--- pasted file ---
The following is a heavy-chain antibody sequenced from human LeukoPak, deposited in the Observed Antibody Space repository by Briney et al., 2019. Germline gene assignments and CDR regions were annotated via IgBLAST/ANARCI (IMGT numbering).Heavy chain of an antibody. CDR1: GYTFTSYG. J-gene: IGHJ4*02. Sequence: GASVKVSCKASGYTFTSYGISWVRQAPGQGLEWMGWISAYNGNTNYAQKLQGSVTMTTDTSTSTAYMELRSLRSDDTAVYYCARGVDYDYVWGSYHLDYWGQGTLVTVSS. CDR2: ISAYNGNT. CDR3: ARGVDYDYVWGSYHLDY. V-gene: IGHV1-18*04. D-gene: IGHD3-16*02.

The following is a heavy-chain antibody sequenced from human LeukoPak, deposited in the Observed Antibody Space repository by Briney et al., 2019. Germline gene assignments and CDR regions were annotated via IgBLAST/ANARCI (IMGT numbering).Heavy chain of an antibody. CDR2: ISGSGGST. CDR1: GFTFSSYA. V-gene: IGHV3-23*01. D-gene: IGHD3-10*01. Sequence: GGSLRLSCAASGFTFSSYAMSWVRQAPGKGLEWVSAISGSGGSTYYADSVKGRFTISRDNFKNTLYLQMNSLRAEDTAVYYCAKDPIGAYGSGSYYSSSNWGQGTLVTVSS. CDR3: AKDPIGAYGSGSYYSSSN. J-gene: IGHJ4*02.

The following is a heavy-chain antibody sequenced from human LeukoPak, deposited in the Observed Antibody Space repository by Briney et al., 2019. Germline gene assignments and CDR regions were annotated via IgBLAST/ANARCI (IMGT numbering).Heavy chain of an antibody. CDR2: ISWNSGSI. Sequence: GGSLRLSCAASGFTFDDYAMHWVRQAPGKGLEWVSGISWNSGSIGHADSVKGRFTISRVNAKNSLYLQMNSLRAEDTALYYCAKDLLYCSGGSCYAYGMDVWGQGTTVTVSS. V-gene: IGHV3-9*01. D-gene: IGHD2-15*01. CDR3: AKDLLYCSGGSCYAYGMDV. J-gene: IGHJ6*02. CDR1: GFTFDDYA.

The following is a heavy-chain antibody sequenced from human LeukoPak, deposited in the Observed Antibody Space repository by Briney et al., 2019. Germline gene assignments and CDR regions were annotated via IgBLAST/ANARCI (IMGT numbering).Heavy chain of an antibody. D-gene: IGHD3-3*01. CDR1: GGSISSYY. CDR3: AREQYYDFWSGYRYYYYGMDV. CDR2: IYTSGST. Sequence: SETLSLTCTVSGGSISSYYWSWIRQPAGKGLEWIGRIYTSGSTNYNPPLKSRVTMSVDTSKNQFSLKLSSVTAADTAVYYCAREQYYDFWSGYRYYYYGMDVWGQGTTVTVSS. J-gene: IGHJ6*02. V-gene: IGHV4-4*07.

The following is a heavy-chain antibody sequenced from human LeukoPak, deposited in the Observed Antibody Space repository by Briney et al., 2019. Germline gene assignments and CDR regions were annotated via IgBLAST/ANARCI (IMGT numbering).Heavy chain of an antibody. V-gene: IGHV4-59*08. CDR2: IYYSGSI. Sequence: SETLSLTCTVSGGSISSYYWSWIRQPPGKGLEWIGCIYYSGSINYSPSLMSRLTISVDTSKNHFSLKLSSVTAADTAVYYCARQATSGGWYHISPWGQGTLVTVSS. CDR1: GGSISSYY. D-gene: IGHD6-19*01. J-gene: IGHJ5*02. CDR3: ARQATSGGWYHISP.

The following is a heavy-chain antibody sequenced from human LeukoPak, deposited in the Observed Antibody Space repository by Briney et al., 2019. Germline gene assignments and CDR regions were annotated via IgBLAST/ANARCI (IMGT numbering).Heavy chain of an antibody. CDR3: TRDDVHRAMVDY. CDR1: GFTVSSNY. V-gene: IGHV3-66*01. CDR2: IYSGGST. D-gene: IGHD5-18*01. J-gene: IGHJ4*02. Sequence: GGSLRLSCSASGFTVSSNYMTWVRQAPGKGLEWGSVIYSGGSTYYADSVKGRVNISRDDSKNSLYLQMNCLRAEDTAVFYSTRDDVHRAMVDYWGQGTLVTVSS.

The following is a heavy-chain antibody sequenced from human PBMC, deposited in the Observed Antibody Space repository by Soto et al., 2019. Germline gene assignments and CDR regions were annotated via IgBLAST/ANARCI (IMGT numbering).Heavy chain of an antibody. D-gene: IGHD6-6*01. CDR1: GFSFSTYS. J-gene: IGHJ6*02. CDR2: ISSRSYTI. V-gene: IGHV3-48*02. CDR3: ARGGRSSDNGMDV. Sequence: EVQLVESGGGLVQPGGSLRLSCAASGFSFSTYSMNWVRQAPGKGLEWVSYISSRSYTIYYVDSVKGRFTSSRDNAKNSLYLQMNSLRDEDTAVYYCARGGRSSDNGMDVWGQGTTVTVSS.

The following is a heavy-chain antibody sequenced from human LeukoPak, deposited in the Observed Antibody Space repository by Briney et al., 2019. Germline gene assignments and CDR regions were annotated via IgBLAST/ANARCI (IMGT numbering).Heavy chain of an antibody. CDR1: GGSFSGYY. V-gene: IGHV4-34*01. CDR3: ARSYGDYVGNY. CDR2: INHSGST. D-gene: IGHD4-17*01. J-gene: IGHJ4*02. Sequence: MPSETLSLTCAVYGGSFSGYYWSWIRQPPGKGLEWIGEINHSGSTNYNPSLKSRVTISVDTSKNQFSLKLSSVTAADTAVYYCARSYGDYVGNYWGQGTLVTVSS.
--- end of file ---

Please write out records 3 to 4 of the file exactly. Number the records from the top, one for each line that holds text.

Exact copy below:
The following is a heavy-chain antibody sequenced from human LeukoPak, deposited in the Observed Antibody Space repository by Briney et al., 2019. Germline gene assignments and CDR regions were annotated via IgBLAST/ANARCI (IMGT numbering).Heavy chain of an antibody. CDR2: ISWNSGSI. Sequence: GGSLRLSCAASGFTFDDYAMHWVRQAPGKGLEWVSGISWNSGSIGHADSVKGRFTISRVNAKNSLYLQMNSLRAEDTALYYCAKDLLYCSGGSCYAYGMDVWGQGTTVTVSS. V-gene: IGHV3-9*01. D-gene: IGHD2-15*01. CDR3: AKDLLYCSGGSCYAYGMDV. J-gene: IGHJ6*02. CDR1: GFTFDDYA.

The following is a heavy-chain antibody sequenced from human LeukoPak, deposited in the Observed Antibody Space repository by Briney et al., 2019. Germline gene assignments and CDR regions were annotated via IgBLAST/ANARCI (IMGT numbering).Heavy chain of an antibody. D-gene: IGHD3-3*01. CDR1: GGSISSYY. CDR3: AREQYYDFWSGYRYYYYGMDV. CDR2: IYTSGST. Sequence: SETLSLTCTVSGGSISSYYWSWIRQPAGKGLEWIGRIYTSGSTNYNPPLKSRVTMSVDTSKNQFSLKLSSVTAADTAVYYCAREQYYDFWSGYRYYYYGMDVWGQGTTVTVSS. J-gene: IGHJ6*02. V-gene: IGHV4-4*07.